Playing Gungriffon Blaze, I definitely agree with Chi when he said that almost everything is done wrong here. The offenses taken separately by themselves aren't anything that would ruin a normal game, but there are just so many individual pieces that don't work. When you add them all up it makes for a pretty miserable experience, and a game that does not deserve to be purchased under any circumstances.
In terms of graphics, it's extremely bland as Chi already mentioned. While the visuals are fairly solid, who cares? It comes off as an unimaginative PlayStation game using the PlayStation 2's much-lauded power only to eliminate clipping and severe pop-in. It's a bunch of unremarkable generic robot designs running through featureless fields and pixel-flat trees, with only the occasional blocky bunker or slope to break up the monotony. For most of the game I felt as though I was playing the one copy of Krazy Ivan in existence which didn't include the obscene amount of fog. The only thing out of the game's entire visual display which caught my eye was a 12-second snippet of the intro movie. What's the point of this game being on the PlayStation 2 if they aren't going to take advantage of the machine by making it artistically and visually attractive?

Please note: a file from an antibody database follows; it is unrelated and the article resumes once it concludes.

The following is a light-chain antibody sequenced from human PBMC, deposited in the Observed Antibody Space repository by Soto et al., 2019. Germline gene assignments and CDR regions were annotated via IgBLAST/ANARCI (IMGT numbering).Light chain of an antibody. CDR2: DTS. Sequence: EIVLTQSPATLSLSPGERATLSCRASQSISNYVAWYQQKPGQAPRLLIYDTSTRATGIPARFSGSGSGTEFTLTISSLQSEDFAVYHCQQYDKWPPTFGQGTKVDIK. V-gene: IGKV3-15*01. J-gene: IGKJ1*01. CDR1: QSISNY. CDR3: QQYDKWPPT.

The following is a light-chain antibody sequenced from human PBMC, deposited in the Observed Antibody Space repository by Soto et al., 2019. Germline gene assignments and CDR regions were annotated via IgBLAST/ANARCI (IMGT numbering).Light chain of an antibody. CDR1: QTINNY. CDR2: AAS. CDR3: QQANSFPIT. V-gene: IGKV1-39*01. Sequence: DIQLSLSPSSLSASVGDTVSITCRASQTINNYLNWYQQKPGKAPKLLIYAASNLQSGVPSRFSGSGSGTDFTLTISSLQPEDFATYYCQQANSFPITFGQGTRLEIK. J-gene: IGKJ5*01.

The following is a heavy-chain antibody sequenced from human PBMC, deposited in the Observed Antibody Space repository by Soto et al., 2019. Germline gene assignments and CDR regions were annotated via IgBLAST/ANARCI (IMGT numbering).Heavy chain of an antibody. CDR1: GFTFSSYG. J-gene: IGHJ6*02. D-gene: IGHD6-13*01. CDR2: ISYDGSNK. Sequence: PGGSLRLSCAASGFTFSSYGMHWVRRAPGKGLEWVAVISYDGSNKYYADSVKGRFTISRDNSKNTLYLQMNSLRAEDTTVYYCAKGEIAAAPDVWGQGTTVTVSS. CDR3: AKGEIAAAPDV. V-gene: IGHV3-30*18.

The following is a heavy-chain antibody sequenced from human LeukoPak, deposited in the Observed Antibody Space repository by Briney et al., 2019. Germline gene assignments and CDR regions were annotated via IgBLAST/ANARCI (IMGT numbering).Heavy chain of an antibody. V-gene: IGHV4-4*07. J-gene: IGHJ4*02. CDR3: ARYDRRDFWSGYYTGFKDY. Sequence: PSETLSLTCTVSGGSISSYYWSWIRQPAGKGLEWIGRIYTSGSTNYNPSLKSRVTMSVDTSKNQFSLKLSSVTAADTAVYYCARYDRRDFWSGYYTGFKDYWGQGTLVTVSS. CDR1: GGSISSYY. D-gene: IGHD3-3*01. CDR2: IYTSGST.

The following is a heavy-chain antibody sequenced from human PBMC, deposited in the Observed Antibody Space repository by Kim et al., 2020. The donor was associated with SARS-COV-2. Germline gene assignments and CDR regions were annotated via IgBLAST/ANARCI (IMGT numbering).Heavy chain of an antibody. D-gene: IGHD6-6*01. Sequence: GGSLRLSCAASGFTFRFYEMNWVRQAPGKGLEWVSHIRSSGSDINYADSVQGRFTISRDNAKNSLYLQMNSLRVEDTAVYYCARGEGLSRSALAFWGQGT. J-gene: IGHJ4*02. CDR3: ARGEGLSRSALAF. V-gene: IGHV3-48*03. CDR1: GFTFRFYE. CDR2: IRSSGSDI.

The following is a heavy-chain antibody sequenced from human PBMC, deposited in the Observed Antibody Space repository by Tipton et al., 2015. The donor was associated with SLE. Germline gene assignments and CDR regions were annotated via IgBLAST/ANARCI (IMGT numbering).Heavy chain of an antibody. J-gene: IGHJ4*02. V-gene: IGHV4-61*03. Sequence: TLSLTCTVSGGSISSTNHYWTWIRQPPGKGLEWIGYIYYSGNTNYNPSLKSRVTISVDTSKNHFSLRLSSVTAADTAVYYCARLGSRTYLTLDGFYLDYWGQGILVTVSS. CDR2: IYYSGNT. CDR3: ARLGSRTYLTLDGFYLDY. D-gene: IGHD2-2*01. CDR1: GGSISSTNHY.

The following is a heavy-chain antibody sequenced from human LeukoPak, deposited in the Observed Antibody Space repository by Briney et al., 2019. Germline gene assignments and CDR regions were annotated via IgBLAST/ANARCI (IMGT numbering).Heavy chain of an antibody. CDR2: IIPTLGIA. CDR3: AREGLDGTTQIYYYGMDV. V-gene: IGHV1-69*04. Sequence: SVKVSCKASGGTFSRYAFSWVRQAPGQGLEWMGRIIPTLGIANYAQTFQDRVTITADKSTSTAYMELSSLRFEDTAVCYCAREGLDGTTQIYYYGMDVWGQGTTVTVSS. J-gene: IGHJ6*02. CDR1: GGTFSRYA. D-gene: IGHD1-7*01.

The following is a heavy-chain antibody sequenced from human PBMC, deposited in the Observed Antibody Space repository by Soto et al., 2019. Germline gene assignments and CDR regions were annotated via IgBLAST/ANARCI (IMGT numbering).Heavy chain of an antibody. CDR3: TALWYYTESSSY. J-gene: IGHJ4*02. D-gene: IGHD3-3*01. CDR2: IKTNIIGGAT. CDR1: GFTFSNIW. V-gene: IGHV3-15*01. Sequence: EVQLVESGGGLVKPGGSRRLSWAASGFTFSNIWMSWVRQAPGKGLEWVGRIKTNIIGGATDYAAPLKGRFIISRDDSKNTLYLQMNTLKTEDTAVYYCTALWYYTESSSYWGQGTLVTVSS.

Another thing which annoyed me to no end was the horrible control layout. Any game which uses the shoulder buttons for major functions like, oh, let's say "jump" and "shoot" while LEAVING FACE BUTTONS UNUSED in the default setting needs to go back to the design team and be redone. There are alternate setups offered, but they're all clunky in one way or another with none satisfying, mostly due to the two-stick control scheme. With such a supposedly powerful machine, it's sheer laziness to not offer the player the option to re-map the buttons and switch the functions of the sticks.